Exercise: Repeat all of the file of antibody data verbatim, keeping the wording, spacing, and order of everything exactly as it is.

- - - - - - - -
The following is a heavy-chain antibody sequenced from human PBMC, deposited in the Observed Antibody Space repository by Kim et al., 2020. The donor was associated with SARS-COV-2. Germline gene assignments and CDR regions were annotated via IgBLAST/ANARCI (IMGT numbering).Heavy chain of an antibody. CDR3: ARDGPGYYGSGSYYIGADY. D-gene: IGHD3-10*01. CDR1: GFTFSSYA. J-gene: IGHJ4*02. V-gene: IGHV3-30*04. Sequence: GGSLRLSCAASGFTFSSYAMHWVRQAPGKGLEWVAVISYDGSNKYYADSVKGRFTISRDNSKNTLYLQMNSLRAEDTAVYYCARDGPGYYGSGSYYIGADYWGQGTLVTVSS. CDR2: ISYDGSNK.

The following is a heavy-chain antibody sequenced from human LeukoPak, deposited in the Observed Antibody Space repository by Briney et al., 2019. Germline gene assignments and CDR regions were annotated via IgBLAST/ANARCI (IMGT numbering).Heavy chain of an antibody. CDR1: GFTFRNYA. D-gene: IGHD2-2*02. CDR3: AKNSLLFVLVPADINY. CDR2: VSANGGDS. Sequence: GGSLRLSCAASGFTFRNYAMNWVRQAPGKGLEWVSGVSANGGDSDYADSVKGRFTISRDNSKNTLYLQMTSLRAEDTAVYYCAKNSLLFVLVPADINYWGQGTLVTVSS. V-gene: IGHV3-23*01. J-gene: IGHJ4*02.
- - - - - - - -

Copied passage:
The following is a heavy-chain antibody sequenced from human PBMC, deposited in the Observed Antibody Space repository by Kim et al., 2020. The donor was associated with SARS-COV-2. Germline gene assignments and CDR regions were annotated via IgBLAST/ANARCI (IMGT numbering).Heavy chain of an antibody. CDR3: ARDGPGYYGSGSYYIGADY. D-gene: IGHD3-10*01. CDR1: GFTFSSYA. J-gene: IGHJ4*02. V-gene: IGHV3-30*04. Sequence: GGSLRLSCAASGFTFSSYAMHWVRQAPGKGLEWVAVISYDGSNKYYADSVKGRFTISRDNSKNTLYLQMNSLRAEDTAVYYCARDGPGYYGSGSYYIGADYWGQGTLVTVSS. CDR2: ISYDGSNK.

The following is a heavy-chain antibody sequenced from human LeukoPak, deposited in the Observed Antibody Space repository by Briney et al., 2019. Germline gene assignments and CDR regions were annotated via IgBLAST/ANARCI (IMGT numbering).Heavy chain of an antibody. CDR1: GFTFRNYA. D-gene: IGHD2-2*02. CDR3: AKNSLLFVLVPADINY. CDR2: VSANGGDS. Sequence: GGSLRLSCAASGFTFRNYAMNWVRQAPGKGLEWVSGVSANGGDSDYADSVKGRFTISRDNSKNTLYLQMTSLRAEDTAVYYCAKNSLLFVLVPADINYWGQGTLVTVSS. V-gene: IGHV3-23*01. J-gene: IGHJ4*02.